Multi-robot System in Coverage Control: Deployment, Coverage, and Rendezvous
2020-05-04T20:13:41Z (GMT) by
Multi-robot systems have demonstrated strong capability in handling environmental operations. In this study, We examine how a team of robots can be utilized in covering and removing spill patches in a dynamic environment by executing three consecutive stages: deployment, coverage, and rendezvous.
For the deployment problem, we aim for robot allocation based on the discreteness of the patches that need to be covered. With the deep neural network (DNN) based spill detector and remote sensing facilities such as drones with vision sensors and satellites, we are able to obtain the spill distribution in the workspace. Then, we formulate the allocation problem in a general optimization form and provide solutions using an integer linear programming (ILP) solver under several realistic constraints. After the allocation process is completed and the robot team is divided according to the number of spills, we deploy robots to their computed optimal goal positions. In the robot deployment part, control laws based on artificial potential field (APF) method are proposed and practiced on robots with a common unicycle model.
For the coverage control problem, we show two strategies that are tailored for a wirelessly networked robot team. We propose strategies for coverage with and without path planning, depending on the availability of global information. Specifically, in terms of coverage with path planning, we partition the workspace from the aerial image into pieces and let each robot take care of one of the pieces. However, path-planning-based coverage relies on GPS signals or other external positioning systems, which are not applicable for indoor or GPS-denied circumstances. Therefore, we propose an asymptotic boundary shrink control that enables a collective coverage operation with the robot team. Such a strategy does not require a planned path, and because of its distributedness, it shows many advantages, including system scalability, dynamic spill adaptability, and collision avoidance. In case of a large-scale patch that poses challenges to robot connectivity maintenance during the operation, we propose a pivot-robot coverage strategy by mean of an a priori geometric tessellation (GT). In the pivot-robot-based coverage strategy, a team of robots is sent to perform complete coverage to every packing area of GT in sequence. Ultimately, the entire spill in the workspace can be covered and removed.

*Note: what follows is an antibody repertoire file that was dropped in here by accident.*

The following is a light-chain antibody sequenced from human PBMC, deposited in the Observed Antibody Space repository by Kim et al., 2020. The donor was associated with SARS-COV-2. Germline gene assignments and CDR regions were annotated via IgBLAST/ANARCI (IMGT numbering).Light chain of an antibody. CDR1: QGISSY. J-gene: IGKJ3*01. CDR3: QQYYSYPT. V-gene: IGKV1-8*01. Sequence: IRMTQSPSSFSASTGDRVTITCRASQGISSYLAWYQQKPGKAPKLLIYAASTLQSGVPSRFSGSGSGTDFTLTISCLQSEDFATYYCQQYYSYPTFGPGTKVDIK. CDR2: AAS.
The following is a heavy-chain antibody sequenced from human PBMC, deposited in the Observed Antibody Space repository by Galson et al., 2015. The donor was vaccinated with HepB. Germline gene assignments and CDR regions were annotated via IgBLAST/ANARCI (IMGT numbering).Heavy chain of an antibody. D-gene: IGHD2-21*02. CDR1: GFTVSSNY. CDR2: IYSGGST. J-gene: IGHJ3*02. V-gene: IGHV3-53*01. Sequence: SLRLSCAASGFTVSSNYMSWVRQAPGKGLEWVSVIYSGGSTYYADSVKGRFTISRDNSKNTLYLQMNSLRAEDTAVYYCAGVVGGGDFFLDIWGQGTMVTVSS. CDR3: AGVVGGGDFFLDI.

For the rendezvous problem, we investigate the use of graph theory and propose control strategies based on network topology to motivate robots to meet at a designated or the optimal location. The rendezvous control strategies show a strong robustness to some common failures, such as mobility failure and communication failure. To expedite the rendezvous process and enable herding control in a distributed way, we propose a multi-robot multi-point rendezvous control strategy.
To verify the validity of the proposed strategies, we carry out simulations in the Robotarium MATLAB platform, which is an open source swarm robotics experiment testbed, and conduct real experiments involving multiple mobile robots.